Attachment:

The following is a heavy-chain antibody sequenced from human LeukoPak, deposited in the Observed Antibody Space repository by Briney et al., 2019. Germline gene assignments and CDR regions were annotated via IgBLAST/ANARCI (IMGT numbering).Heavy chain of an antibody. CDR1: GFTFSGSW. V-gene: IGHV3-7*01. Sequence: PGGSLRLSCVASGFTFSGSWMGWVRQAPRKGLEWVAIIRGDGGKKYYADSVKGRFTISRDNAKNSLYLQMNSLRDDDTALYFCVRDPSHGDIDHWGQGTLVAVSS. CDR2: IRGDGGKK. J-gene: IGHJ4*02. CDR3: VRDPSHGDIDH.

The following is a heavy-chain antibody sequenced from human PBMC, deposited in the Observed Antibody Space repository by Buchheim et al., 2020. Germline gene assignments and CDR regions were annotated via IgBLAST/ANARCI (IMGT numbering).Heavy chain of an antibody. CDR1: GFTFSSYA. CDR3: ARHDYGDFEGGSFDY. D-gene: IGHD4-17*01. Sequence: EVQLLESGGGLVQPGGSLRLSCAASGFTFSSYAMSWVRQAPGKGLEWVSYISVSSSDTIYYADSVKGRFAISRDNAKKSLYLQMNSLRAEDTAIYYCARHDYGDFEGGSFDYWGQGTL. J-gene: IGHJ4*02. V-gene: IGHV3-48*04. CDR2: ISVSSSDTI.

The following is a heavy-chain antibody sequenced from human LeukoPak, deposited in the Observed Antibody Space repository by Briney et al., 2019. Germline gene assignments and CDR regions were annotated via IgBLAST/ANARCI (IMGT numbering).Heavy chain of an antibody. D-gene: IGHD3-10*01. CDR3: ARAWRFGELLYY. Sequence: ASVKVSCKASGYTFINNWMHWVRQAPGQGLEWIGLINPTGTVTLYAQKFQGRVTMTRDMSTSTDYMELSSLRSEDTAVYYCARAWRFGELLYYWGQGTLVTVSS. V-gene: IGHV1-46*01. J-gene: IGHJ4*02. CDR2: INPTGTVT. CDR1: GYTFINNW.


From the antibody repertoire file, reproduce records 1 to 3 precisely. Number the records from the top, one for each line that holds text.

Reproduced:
The following is a heavy-chain antibody sequenced from human LeukoPak, deposited in the Observed Antibody Space repository by Briney et al., 2019. Germline gene assignments and CDR regions were annotated via IgBLAST/ANARCI (IMGT numbering).Heavy chain of an antibody. CDR1: GFTFSGSW. V-gene: IGHV3-7*01. Sequence: PGGSLRLSCVASGFTFSGSWMGWVRQAPRKGLEWVAIIRGDGGKKYYADSVKGRFTISRDNAKNSLYLQMNSLRDDDTALYFCVRDPSHGDIDHWGQGTLVAVSS. CDR2: IRGDGGKK. J-gene: IGHJ4*02. CDR3: VRDPSHGDIDH.

The following is a heavy-chain antibody sequenced from human PBMC, deposited in the Observed Antibody Space repository by Buchheim et al., 2020. Germline gene assignments and CDR regions were annotated via IgBLAST/ANARCI (IMGT numbering).Heavy chain of an antibody. CDR1: GFTFSSYA. CDR3: ARHDYGDFEGGSFDY. D-gene: IGHD4-17*01. Sequence: EVQLLESGGGLVQPGGSLRLSCAASGFTFSSYAMSWVRQAPGKGLEWVSYISVSSSDTIYYADSVKGRFAISRDNAKKSLYLQMNSLRAEDTAIYYCARHDYGDFEGGSFDYWGQGTL. J-gene: IGHJ4*02. V-gene: IGHV3-48*04. CDR2: ISVSSSDTI.

The following is a heavy-chain antibody sequenced from human LeukoPak, deposited in the Observed Antibody Space repository by Briney et al., 2019. Germline gene assignments and CDR regions were annotated via IgBLAST/ANARCI (IMGT numbering).Heavy chain of an antibody. D-gene: IGHD3-10*01. CDR3: ARAWRFGELLYY. Sequence: ASVKVSCKASGYTFINNWMHWVRQAPGQGLEWIGLINPTGTVTLYAQKFQGRVTMTRDMSTSTDYMELSSLRSEDTAVYYCARAWRFGELLYYWGQGTLVTVSS. V-gene: IGHV1-46*01. J-gene: IGHJ4*02. CDR2: INPTGTVT. CDR1: GYTFINNW.